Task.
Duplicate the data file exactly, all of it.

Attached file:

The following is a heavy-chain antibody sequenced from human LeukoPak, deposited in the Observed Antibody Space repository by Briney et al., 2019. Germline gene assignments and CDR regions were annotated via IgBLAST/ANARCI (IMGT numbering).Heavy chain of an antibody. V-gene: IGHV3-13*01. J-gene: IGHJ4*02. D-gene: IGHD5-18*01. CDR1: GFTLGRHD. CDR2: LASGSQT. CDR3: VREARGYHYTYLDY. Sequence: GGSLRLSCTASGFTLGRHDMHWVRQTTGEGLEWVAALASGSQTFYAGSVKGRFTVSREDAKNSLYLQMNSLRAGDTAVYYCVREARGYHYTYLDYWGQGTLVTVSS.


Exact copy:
The following is a heavy-chain antibody sequenced from human LeukoPak, deposited in the Observed Antibody Space repository by Briney et al., 2019. Germline gene assignments and CDR regions were annotated via IgBLAST/ANARCI (IMGT numbering).Heavy chain of an antibody. V-gene: IGHV3-13*01. J-gene: IGHJ4*02. D-gene: IGHD5-18*01. CDR1: GFTLGRHD. CDR2: LASGSQT. CDR3: VREARGYHYTYLDY. Sequence: GGSLRLSCTASGFTLGRHDMHWVRQTTGEGLEWVAALASGSQTFYAGSVKGRFTVSREDAKNSLYLQMNSLRAGDTAVYYCVREARGYHYTYLDYWGQGTLVTVSS.